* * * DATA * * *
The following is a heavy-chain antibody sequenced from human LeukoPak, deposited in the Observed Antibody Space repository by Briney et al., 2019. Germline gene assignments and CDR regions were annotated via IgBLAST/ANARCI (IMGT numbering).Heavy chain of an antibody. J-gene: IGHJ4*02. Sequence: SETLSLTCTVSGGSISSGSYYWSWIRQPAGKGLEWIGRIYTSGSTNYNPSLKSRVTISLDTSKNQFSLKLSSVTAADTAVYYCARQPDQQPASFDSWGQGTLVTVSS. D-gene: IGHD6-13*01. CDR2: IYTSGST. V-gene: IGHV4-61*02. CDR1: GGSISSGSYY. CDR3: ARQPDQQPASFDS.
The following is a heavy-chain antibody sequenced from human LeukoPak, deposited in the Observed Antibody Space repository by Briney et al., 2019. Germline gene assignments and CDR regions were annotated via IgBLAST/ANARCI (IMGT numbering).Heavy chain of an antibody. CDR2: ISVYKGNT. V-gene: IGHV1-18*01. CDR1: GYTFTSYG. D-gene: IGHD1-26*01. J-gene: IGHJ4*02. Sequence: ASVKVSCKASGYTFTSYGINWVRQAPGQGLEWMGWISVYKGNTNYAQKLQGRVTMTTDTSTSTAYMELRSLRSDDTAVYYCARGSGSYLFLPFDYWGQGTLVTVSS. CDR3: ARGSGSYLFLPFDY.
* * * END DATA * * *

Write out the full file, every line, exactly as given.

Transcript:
The following is a heavy-chain antibody sequenced from human LeukoPak, deposited in the Observed Antibody Space repository by Briney et al., 2019. Germline gene assignments and CDR regions were annotated via IgBLAST/ANARCI (IMGT numbering).Heavy chain of an antibody. J-gene: IGHJ4*02. Sequence: SETLSLTCTVSGGSISSGSYYWSWIRQPAGKGLEWIGRIYTSGSTNYNPSLKSRVTISLDTSKNQFSLKLSSVTAADTAVYYCARQPDQQPASFDSWGQGTLVTVSS. D-gene: IGHD6-13*01. CDR2: IYTSGST. V-gene: IGHV4-61*02. CDR1: GGSISSGSYY. CDR3: ARQPDQQPASFDS.
The following is a heavy-chain antibody sequenced from human LeukoPak, deposited in the Observed Antibody Space repository by Briney et al., 2019. Germline gene assignments and CDR regions were annotated via IgBLAST/ANARCI (IMGT numbering).Heavy chain of an antibody. CDR2: ISVYKGNT. V-gene: IGHV1-18*01. CDR1: GYTFTSYG. D-gene: IGHD1-26*01. J-gene: IGHJ4*02. Sequence: ASVKVSCKASGYTFTSYGINWVRQAPGQGLEWMGWISVYKGNTNYAQKLQGRVTMTTDTSTSTAYMELRSLRSDDTAVYYCARGSGSYLFLPFDYWGQGTLVTVSS. CDR3: ARGSGSYLFLPFDY.